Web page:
The dazzling of discomfort coming directly from the luminaries must be quantified by the author of the project by using the tabular method of evaluation of the rate of dazzling unified UGR of the Co.
Without returning in the details, factor UGR gives an idea of the dazzling of discomfort in the field of vision of the observer compared to basic brightness (dazzling caused by the association of several luminaries in an environment considered). This factor UGR varies from 10 to 30. The higher the value of the factor is, the more the probability of dazzling of discomfort is important.
Values of reference define quality grades:
28 Zone of circulation
25 Room of files, staircases, elevator
22 Space reception
19 Normal activities of office
16 Technical designs, work stations CAD
The following factors play a big role in the determination of value UGR :
the shape and dimensions of the room,
the clearness of the surface (brightness) of the walls, the ceilings, the grounds and other extended surfaces,
the type of luminary and protection,
the brightness of the lamp,
the distribution of the luminaries in the room,
positions of the observer.
The values of the UGR given in the standard INTO 12464-1 are maximum values not to exceed.
formulate calculation of the UGR: 8 log (0.25/lb X Σ L² ω/P²)
LP is the basic brightness expressed in candela ⁄ m ² and represents indirect vertical illumination on the eye-level of the observer.
L is brightness containing the luminous parts of each luminary in the direction of the observer in candela ⁄ m².
ω is the solid angle (steradian) luminous parts of each luminary on the eye-level of the observer.
P is an indication of position of Guth provided in specific tables and represents the position of a luminary compared to the vertical axis.
Color of the light
The color of the artificial light has an direct action on the feeling of comfort of the luminous environment of a space. A light of hot color is mainly made up of red radiations and oranges. It is the case of the normal incandescent lamps.
The standard fluorescent tubes generate a cold light made up mainly of radiations violets and blue. The table below illustrates the variation of the feeling of comfort of the luminous environment of a room according to the level of illumination which is provided to him.
The coloured radiations emitted by the objects and the environment can also produce certain psychophysiological effects on the nervous system. Thus the colors big wavelengths (red, orange) have a stimulating effect while those short wavelengths (blue, purple) have a calming effect.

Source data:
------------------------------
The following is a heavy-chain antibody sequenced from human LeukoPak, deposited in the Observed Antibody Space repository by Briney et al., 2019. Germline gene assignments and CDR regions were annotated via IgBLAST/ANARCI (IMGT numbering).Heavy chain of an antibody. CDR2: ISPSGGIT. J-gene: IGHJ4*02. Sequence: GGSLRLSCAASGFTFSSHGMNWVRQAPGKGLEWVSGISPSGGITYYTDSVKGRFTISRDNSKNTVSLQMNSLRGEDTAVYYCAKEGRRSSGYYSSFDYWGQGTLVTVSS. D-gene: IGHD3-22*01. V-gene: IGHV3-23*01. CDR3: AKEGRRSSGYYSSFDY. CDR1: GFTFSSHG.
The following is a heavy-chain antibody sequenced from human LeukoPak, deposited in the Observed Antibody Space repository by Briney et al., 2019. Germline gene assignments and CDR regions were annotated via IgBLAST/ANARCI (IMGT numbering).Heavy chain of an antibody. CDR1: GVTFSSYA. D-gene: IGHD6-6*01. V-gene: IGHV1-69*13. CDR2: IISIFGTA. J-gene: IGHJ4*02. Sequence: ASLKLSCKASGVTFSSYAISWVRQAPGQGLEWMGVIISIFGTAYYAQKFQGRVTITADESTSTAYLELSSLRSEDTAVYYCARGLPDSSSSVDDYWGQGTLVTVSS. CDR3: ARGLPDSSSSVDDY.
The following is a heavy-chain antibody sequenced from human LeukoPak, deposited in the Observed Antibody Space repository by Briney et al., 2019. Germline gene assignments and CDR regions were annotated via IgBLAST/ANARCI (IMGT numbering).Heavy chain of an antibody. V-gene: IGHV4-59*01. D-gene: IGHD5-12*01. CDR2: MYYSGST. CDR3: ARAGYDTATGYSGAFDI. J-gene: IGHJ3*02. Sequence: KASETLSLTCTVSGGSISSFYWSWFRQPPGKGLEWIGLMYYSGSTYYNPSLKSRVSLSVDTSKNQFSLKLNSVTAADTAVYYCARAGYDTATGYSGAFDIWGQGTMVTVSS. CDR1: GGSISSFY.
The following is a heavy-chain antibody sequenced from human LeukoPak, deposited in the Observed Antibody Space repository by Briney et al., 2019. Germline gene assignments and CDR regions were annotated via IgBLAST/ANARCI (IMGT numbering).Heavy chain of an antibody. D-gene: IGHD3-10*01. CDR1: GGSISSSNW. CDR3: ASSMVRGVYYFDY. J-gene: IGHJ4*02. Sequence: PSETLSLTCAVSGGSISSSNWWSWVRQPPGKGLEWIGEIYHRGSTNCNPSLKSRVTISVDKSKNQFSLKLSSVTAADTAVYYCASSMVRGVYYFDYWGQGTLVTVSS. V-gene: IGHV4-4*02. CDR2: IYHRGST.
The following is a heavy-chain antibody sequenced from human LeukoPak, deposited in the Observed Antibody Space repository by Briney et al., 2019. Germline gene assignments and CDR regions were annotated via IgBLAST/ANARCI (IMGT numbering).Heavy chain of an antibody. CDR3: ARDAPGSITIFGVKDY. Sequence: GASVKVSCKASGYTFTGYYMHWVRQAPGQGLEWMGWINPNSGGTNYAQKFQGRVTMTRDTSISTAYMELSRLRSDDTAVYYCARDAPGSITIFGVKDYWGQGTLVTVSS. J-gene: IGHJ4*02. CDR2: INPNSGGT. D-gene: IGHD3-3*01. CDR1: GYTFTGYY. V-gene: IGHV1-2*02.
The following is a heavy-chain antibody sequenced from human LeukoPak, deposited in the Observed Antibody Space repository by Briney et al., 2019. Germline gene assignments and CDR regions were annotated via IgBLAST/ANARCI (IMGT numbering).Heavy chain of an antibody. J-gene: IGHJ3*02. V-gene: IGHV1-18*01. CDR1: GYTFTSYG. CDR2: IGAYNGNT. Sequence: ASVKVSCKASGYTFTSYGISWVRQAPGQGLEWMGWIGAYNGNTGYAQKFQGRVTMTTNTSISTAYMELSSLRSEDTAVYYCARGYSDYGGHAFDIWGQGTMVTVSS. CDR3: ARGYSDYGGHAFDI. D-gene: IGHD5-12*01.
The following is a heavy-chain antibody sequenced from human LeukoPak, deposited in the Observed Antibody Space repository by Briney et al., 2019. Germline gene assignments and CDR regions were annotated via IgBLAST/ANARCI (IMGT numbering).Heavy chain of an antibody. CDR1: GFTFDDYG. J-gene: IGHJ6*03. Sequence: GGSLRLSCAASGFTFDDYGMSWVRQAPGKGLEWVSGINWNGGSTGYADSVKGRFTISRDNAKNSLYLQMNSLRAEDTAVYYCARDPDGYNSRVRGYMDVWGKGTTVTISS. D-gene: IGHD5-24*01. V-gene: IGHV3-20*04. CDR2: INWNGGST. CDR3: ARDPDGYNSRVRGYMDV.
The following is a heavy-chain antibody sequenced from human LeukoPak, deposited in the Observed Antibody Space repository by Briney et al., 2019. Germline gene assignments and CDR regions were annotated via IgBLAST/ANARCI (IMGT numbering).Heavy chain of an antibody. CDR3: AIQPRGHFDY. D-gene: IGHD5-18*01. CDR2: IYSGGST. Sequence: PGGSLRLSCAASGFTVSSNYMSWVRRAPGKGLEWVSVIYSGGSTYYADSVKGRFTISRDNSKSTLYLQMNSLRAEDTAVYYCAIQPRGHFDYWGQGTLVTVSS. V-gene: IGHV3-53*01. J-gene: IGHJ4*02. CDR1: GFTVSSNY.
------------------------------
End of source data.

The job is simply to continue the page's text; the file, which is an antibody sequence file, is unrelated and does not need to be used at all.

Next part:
The intermediate colors (yellow, green) have, just as the white, an effect tonic and favorable to the concentration. The dark colors and the gray have a depressing action on the other hand. Finally the colors can contribute on the whole modifying the apparent dimension of surfaces and volumes. The hot colors will preferably be used in buildings of exaggerated size while the cold colors will be selected for the buildings of reduced size.
Output
One evaluates the energy quality of a lamp by his apparent brightness (in lm ⁄ W) definite like the report ⁄ ratio of luminous flow (in lumen) by the absorptive electric output (in Watt). From the catalogs of suppliers, it is possible to know exactly the apparent brightness of a lamp.
Cut-off angle of a lighting fitting
Definition
The cut-off angle of a lighting fitting is the angle under which the naked source cannot be seen by the observer. It is expressed in degrees.
One speaks about cut-off angle in the transverse direction and the longitudinal direction.
Measure level of illumination
The levels of illumination are measured thanks to a lux-meter.
The price of such an apparatus varies between 25 and 125 € according to its its possibility, measurement bracket, degree of accuracy of connecting a separate electric eye, possibility of recording values and of calculating the average, of measuring a discontinuous illumination or of integrating in time a variable illumination of it
Calculation of interior average illumination
To determine the level of average illumination of a room using a lux-meter, it is necessary to take various measurements of specific illumination according to the methodology defined by standard NBN L 14-002 and to establish an arithmetic mean of it.
The surface of the room is divided into a certain number of elementary rectangles of equal size.